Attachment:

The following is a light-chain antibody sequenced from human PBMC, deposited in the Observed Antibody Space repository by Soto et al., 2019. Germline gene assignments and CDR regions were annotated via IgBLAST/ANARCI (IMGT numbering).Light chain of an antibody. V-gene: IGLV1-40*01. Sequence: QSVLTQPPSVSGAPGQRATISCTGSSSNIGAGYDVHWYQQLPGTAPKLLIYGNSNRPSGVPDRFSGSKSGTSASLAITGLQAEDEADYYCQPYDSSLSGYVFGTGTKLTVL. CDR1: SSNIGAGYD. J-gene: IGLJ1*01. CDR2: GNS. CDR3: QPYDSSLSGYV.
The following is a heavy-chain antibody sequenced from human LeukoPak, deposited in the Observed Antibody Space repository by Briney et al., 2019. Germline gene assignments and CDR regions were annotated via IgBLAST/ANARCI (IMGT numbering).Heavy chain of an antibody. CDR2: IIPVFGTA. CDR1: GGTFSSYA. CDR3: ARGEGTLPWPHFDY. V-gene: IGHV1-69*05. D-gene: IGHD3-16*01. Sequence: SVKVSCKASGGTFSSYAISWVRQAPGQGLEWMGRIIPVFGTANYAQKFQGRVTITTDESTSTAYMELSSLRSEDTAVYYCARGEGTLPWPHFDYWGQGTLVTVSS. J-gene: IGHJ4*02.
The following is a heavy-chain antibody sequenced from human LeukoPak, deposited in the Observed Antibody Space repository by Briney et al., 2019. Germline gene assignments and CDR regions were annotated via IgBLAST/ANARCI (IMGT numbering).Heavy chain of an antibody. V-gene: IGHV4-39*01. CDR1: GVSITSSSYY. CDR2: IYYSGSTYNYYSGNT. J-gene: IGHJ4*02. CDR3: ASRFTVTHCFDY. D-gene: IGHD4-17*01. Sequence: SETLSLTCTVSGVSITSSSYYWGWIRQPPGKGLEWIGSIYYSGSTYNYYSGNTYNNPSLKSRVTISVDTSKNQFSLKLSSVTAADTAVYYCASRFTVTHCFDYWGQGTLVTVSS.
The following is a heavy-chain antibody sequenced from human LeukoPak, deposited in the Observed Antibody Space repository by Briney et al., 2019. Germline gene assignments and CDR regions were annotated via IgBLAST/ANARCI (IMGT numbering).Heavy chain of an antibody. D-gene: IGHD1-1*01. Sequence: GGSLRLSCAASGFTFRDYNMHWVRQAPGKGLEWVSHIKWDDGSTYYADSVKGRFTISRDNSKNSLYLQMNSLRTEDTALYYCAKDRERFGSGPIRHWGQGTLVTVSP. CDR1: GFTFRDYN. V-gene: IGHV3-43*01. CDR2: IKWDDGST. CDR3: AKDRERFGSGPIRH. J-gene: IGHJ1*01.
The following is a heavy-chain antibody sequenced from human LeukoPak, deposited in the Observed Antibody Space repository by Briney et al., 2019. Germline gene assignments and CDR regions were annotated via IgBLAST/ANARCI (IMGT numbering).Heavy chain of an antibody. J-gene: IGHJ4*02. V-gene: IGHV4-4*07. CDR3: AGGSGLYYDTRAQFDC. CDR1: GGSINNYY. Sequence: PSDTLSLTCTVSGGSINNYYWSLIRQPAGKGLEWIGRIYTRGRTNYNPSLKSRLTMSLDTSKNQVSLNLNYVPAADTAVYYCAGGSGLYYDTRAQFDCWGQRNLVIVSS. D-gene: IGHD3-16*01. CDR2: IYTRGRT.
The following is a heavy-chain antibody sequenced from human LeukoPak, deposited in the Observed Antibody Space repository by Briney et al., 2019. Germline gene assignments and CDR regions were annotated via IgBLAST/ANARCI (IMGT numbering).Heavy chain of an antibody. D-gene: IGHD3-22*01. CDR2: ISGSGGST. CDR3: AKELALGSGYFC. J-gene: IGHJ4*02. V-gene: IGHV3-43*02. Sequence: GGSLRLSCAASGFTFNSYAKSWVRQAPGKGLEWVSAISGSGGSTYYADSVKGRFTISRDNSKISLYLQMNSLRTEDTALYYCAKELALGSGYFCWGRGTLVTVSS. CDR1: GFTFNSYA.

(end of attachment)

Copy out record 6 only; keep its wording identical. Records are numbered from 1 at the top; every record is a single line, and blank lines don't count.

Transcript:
The following is a heavy-chain antibody sequenced from human LeukoPak, deposited in the Observed Antibody Space repository by Briney et al., 2019. Germline gene assignments and CDR regions were annotated via IgBLAST/ANARCI (IMGT numbering).Heavy chain of an antibody. D-gene: IGHD3-22*01. CDR2: ISGSGGST. CDR3: AKELALGSGYFC. J-gene: IGHJ4*02. V-gene: IGHV3-43*02. Sequence: GGSLRLSCAASGFTFNSYAKSWVRQAPGKGLEWVSAISGSGGSTYYADSVKGRFTISRDNSKISLYLQMNSLRTEDTALYYCAKELALGSGYFCWGRGTLVTVSS. CDR1: GFTFNSYA.